the repayment of U.S.$4.8 million in aggregate principal amount at maturity of our domestic bonds which bore interest at a rate of UF plus 6.0%;

 

  the repayment of U.S.$6.2 million in aggregate principal amount at maturity of our Export Development Corporation borrowing which bore interest at LIBOR plus 1.25%;

 

  the repayment of U.S.$37.5 million in aggregate principal amount at maturity of our 1997 syndicated loan which bore interest at LIBOR plus 0.35%; and

 

  the prepayment of U.S.$200 million in aggregate principal amount of our 1996 syndicated loan which was scheduled to mature on December 2001 and bore interest at LIBOR plus 0.35%.

 

At December 31, 2003, the Company’s short-term bank borrowings were U.S.$1.4 million. At December 31, 2002, the Company’s short-term bank borrowings were U.S.$32.1 million. At December 31, 2001, the Company’s short-term bank borrowings were U.S.$86,600.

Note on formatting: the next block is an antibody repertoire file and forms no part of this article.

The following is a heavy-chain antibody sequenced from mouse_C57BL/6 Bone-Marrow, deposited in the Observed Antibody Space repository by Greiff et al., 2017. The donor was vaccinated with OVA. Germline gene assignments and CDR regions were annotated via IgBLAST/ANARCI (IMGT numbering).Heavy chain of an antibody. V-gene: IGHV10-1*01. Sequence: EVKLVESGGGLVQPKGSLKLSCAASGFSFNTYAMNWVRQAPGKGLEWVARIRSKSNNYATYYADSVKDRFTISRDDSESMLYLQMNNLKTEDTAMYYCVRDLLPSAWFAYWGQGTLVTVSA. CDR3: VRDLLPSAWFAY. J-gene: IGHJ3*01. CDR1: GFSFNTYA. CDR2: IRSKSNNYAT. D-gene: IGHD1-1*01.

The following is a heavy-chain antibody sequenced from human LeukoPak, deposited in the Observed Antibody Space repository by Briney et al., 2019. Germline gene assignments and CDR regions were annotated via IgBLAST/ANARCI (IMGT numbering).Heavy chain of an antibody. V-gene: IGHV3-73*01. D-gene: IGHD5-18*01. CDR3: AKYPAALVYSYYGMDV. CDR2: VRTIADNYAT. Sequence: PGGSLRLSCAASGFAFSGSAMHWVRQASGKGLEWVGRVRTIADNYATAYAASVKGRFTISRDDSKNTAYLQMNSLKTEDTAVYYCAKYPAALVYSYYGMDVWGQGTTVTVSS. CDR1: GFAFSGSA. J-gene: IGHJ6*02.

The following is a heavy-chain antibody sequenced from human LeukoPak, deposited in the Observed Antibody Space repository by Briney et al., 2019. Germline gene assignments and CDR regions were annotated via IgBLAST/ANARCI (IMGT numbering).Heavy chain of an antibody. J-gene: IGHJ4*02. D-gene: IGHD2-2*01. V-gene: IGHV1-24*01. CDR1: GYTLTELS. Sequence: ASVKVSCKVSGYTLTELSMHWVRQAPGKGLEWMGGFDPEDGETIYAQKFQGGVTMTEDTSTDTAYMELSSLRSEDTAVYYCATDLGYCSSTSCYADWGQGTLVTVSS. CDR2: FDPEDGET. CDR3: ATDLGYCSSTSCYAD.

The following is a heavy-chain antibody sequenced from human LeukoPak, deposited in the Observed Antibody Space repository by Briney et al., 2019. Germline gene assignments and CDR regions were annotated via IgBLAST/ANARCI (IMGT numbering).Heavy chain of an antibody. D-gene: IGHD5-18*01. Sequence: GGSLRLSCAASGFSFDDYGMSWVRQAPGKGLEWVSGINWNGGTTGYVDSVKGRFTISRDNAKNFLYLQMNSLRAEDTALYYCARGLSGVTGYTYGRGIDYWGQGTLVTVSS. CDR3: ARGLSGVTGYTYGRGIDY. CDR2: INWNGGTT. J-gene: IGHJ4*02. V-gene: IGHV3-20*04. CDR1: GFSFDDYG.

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The Company’s total long-term bank, export credit agency and multilateral lending agency debt (including the current portion of such debt) was U.S.$402.6 million at December 31, 2003, of which 100% was U.S. dollar-denominated. At December 31, 2003, the Company also had total capital markets borrowings of U.S.$1,457.5 million, 100% of which was U.S. dollar-denominated. At December 31, 2003, the weighted average maturity of the Company’s foreign currency-denominated debt was 5.9 years. At that date, the average interest rate for the Company’s foreign currency-denominated floating rate debt was 0.77% over LIBOR and the average interest rate for the Company’s foreign currency-denominated fixed rate debt was 7.17%. The average rate figures for foreign currency denominated debt do not reflect the effect of the swap agreements and the subsequent unwinds valid as of December 31, 2003.